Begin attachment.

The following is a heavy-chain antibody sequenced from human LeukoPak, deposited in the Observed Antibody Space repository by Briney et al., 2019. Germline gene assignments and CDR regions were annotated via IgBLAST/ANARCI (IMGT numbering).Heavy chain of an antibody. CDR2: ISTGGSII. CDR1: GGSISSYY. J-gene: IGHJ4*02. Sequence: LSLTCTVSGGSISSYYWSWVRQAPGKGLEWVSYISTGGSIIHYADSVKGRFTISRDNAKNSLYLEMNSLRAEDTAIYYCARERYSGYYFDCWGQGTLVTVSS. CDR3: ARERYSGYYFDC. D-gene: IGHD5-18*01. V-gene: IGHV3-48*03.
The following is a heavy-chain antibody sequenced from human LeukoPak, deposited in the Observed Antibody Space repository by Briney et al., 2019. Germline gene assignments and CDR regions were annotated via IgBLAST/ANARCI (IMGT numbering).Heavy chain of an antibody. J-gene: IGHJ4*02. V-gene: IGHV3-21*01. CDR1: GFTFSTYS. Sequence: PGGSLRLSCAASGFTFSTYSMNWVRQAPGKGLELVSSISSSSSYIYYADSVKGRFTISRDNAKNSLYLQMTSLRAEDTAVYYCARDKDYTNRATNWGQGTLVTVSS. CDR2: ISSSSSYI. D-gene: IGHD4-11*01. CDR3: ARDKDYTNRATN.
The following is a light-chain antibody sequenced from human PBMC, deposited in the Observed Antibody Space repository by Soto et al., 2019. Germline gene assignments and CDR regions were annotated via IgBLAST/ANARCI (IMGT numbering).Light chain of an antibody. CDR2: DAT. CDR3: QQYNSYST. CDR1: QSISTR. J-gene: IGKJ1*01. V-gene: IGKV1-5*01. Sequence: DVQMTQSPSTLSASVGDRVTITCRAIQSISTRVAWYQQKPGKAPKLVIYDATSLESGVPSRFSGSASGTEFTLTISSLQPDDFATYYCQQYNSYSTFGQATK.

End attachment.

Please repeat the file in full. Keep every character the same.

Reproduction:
The following is a heavy-chain antibody sequenced from human LeukoPak, deposited in the Observed Antibody Space repository by Briney et al., 2019. Germline gene assignments and CDR regions were annotated via IgBLAST/ANARCI (IMGT numbering).Heavy chain of an antibody. CDR2: ISTGGSII. CDR1: GGSISSYY. J-gene: IGHJ4*02. Sequence: LSLTCTVSGGSISSYYWSWVRQAPGKGLEWVSYISTGGSIIHYADSVKGRFTISRDNAKNSLYLEMNSLRAEDTAIYYCARERYSGYYFDCWGQGTLVTVSS. CDR3: ARERYSGYYFDC. D-gene: IGHD5-18*01. V-gene: IGHV3-48*03.
The following is a heavy-chain antibody sequenced from human LeukoPak, deposited in the Observed Antibody Space repository by Briney et al., 2019. Germline gene assignments and CDR regions were annotated via IgBLAST/ANARCI (IMGT numbering).Heavy chain of an antibody. J-gene: IGHJ4*02. V-gene: IGHV3-21*01. CDR1: GFTFSTYS. Sequence: PGGSLRLSCAASGFTFSTYSMNWVRQAPGKGLELVSSISSSSSYIYYADSVKGRFTISRDNAKNSLYLQMTSLRAEDTAVYYCARDKDYTNRATNWGQGTLVTVSS. CDR2: ISSSSSYI. D-gene: IGHD4-11*01. CDR3: ARDKDYTNRATN.
The following is a light-chain antibody sequenced from human PBMC, deposited in the Observed Antibody Space repository by Soto et al., 2019. Germline gene assignments and CDR regions were annotated via IgBLAST/ANARCI (IMGT numbering).Light chain of an antibody. CDR2: DAT. CDR3: QQYNSYST. CDR1: QSISTR. J-gene: IGKJ1*01. V-gene: IGKV1-5*01. Sequence: DVQMTQSPSTLSASVGDRVTITCRAIQSISTRVAWYQQKPGKAPKLVIYDATSLESGVPSRFSGSASGTEFTLTISSLQPDDFATYYCQQYNSYSTFGQATK.